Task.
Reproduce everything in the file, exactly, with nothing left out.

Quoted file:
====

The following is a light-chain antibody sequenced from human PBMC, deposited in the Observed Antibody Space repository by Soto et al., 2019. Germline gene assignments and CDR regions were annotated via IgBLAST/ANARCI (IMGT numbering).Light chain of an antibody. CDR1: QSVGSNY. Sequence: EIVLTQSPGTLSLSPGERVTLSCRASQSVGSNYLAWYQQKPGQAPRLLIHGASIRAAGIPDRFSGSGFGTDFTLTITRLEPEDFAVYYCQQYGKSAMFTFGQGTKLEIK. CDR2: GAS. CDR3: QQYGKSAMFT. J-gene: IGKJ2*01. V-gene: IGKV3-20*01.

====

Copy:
The following is a light-chain antibody sequenced from human PBMC, deposited in the Observed Antibody Space repository by Soto et al., 2019. Germline gene assignments and CDR regions were annotated via IgBLAST/ANARCI (IMGT numbering).Light chain of an antibody. CDR1: QSVGSNY. Sequence: EIVLTQSPGTLSLSPGERVTLSCRASQSVGSNYLAWYQQKPGQAPRLLIHGASIRAAGIPDRFSGSGFGTDFTLTITRLEPEDFAVYYCQQYGKSAMFTFGQGTKLEIK. CDR2: GAS. CDR3: QQYGKSAMFT. J-gene: IGKJ2*01. V-gene: IGKV3-20*01.